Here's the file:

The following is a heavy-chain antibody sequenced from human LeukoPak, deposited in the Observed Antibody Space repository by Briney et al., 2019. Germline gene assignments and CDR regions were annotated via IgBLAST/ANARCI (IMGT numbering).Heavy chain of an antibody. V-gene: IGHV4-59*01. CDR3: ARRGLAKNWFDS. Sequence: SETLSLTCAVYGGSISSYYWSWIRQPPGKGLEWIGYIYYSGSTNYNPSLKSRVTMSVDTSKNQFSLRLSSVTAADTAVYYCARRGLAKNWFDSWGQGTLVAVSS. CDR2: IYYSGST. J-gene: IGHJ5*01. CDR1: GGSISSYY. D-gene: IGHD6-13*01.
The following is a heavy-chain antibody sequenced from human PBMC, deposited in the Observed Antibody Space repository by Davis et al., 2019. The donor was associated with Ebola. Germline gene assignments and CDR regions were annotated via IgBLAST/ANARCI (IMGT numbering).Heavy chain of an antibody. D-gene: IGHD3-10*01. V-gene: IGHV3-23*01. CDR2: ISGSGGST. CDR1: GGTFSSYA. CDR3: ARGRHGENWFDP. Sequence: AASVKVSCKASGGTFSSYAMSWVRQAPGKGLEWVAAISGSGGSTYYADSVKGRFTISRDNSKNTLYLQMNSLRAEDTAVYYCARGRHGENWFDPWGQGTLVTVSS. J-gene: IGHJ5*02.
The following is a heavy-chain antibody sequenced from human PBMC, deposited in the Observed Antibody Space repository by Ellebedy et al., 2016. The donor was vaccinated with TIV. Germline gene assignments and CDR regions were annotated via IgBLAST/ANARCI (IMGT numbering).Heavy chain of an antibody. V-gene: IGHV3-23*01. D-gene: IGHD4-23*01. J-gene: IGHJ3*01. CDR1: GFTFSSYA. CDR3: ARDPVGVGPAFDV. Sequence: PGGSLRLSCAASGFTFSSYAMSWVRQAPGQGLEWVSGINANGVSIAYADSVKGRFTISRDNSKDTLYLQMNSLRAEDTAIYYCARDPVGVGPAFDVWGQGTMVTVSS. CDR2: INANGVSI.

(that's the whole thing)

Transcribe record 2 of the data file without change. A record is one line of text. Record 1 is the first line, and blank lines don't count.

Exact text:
The following is a heavy-chain antibody sequenced from human PBMC, deposited in the Observed Antibody Space repository by Davis et al., 2019. The donor was associated with Ebola. Germline gene assignments and CDR regions were annotated via IgBLAST/ANARCI (IMGT numbering).Heavy chain of an antibody. D-gene: IGHD3-10*01. V-gene: IGHV3-23*01. CDR2: ISGSGGST. CDR1: GGTFSSYA. CDR3: ARGRHGENWFDP. Sequence: AASVKVSCKASGGTFSSYAMSWVRQAPGKGLEWVAAISGSGGSTYYADSVKGRFTISRDNSKNTLYLQMNSLRAEDTAVYYCARGRHGENWFDPWGQGTLVTVSS. J-gene: IGHJ5*02.